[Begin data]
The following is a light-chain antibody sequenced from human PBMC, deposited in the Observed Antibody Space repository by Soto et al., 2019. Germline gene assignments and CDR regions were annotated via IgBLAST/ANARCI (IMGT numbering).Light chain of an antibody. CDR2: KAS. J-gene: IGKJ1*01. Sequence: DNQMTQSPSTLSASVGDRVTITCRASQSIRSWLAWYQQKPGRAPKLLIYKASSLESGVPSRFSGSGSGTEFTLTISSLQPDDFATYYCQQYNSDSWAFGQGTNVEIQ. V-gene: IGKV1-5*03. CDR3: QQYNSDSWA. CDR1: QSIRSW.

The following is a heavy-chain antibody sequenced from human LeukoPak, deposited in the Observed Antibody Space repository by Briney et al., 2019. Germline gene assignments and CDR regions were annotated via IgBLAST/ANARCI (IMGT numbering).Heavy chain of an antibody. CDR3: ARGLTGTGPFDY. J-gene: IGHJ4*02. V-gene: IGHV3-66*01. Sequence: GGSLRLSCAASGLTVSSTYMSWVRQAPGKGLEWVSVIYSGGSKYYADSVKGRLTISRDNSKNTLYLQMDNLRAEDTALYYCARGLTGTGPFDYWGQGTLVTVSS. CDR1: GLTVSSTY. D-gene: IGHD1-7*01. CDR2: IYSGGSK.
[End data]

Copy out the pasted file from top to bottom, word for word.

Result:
The following is a light-chain antibody sequenced from human PBMC, deposited in the Observed Antibody Space repository by Soto et al., 2019. Germline gene assignments and CDR regions were annotated via IgBLAST/ANARCI (IMGT numbering).Light chain of an antibody. CDR2: KAS. J-gene: IGKJ1*01. Sequence: DNQMTQSPSTLSASVGDRVTITCRASQSIRSWLAWYQQKPGRAPKLLIYKASSLESGVPSRFSGSGSGTEFTLTISSLQPDDFATYYCQQYNSDSWAFGQGTNVEIQ. V-gene: IGKV1-5*03. CDR3: QQYNSDSWA. CDR1: QSIRSW.

The following is a heavy-chain antibody sequenced from human LeukoPak, deposited in the Observed Antibody Space repository by Briney et al., 2019. Germline gene assignments and CDR regions were annotated via IgBLAST/ANARCI (IMGT numbering).Heavy chain of an antibody. CDR3: ARGLTGTGPFDY. J-gene: IGHJ4*02. V-gene: IGHV3-66*01. Sequence: GGSLRLSCAASGLTVSSTYMSWVRQAPGKGLEWVSVIYSGGSKYYADSVKGRLTISRDNSKNTLYLQMDNLRAEDTALYYCARGLTGTGPFDYWGQGTLVTVSS. CDR1: GLTVSSTY. D-gene: IGHD1-7*01. CDR2: IYSGGSK.